Initially, when the concept of compost blankets was introduced, it was thought that the average application should be in the range of 3-inches. Field experience has shown that the depth of blanket depends on a number of factors, including the degree of the slope and the average amount of rainfall in a specific locale. If a project succeeds with a one-inch application, that obviously improves compost’s competitiveness over hydroseeding or geotextile blankets, for example. Let’s use the example of a high-end geotextile blanket that sells for $10/square yard installed, and a seeded compost blanket, which sells for $2-$3/square yard installed ($40/cy installed). Let’s assume that each will perform well, stabilizing a slope. With that sort of price difference, a compost marketer has enough of a margin to subcontract out the installation, and still make a healthy profit. The point here is that when compost is sold as a replacement product, it can be sold at roughly the same price as the product being replaced. In this example, that is equal to $40/cy – significantly greater than the average price of $10-$15/cy that compost frequently is sold for. Compost marketers who stick with that average price when supplying a replacement product are actually bringing the value of the compost down, which ultimately makes it more difficult for other compost marketers to get the replacement product price. This is a critical message that needs to be spread throughout the compost industry.
Another product making significant inroads are compost filter socks, introduced by Filtrexx International. This product competes directly with silt fence (as well as with hay or straw bales, excelsior/straw rolls and filter bags). Let’s say the average cost of silt fence is $2.00 to $2.50 per linear foot installed (plus removal/disposal fees). One cubic yard of compost blown into a 12-inch sock yields 27 linear feet, equating to a price of $55 to $68/cubic yard for the compost. It is commonly known, however, that silt fences often need to be repaired several times over the course of a project. Contained compost filter berms, on the other hand, when filled with the right blend of particle sizes, typically do not need replacement. (Sometimes, depending on the length of a job, built-up sediment needs to be removed in order to maintain the berm’s performance.) Repairing silt fence several times raises its cost, which in turn, raises the value of a compost filter sock.
An example we have been playing with recently is related to storm water management. Typically, a real estate development needs to install a detention basin to collect storm water. Smaller detention basins are possible with use of compost, which yields more buildable lots. For example, a developer has a 200-acre parcel that requires a 10-acre pond for sediment and runoff control. Because compost helps infiltration, the developer can use compost for seeding and erosion control and increase the amount of water percolating into the footprint of the 200 acre site. As such, the resulting reduction of water reaching the sediment pond allows him to build a significantly smaller pond (e.g., 4 acres), freeing up six one-acre building lots. Here is the catch. The savings in pond construction will not pay for the added compost applications. In fact, it will not even come close. However, the six extra building lots priced at $50,000 each will clearly allow the site to utilize compost. The other costs outlined in the turf establishment and turf topdressing value chains discussed earlier might also contribute to a builder’s decision of to use compost over the entire site.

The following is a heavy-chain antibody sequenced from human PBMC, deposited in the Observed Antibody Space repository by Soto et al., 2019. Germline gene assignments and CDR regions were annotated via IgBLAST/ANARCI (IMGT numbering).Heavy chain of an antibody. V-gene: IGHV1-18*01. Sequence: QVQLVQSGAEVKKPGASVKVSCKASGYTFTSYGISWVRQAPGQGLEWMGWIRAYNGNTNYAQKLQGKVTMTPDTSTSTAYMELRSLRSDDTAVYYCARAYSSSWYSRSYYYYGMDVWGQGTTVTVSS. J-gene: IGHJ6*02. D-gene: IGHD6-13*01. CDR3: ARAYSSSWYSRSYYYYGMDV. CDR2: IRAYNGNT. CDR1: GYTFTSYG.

WHERE TO GO FROM HERE
Aside from the examples listed within, many others exist. Consider using compost in contaminated soil remediation. For example, in Baltimore, biosolids compost was used to remediate a soil high in lead content in order to protect children from ingestion (see “Biosolids Compost Reduces Lead Bioavailability In Urban Soils,” June 2003). The compost not only reduced the lead bioavailablity by 25 to 30 percent, it also allowed for a dense turf cover to be established, creating a physical barrier between the soil and the children. What would the technical and economic alternative have been to this very practical option? What would its cost have been? Many other opportunities exist for creative applications that can increase compost value – based on its replacement value.
The composting industry must ask itself – where do we go from here? Do we want compost to simply be sold as another commodity, or do we want to work to improve its value? To move forward, we have to do a better job evaluating the economics of our marketing options and potential product replacement values. We also need to consider how the industry can fund these creative types of initiatives, and how we get the larger composting industry involved in supporting these concepts. What we’re considering here is a movement – how we move compost marketing to a new level. By focusing on what we replace as a purchasing option, and the value it holds in the eyes of our customers, we can effectively enter into new markets we never before considered.
Ron Alexander, R. Alexander Associates, Inc.in Apex, North Carolina, is author of the Field Guide to Compost Use and the Practical Guide to Compost Marketing and Sales (www.alexassoc.net). Rod Tyler, Green Horizons in Grafton, Ohio and owner of Filtrexx International (www.filtrexx.com), is author of Winning the Organics Game, The Compost Marketers Handbook, ASHS Press, 1996. Nora Goldstein is Executive Editor of BioCycle (www.biocycle.net).
October 22, 2004 | General
Increasing Dollar Value For Compost Products
BioCycle October 2004, Vol. 45, No. 10, p. 48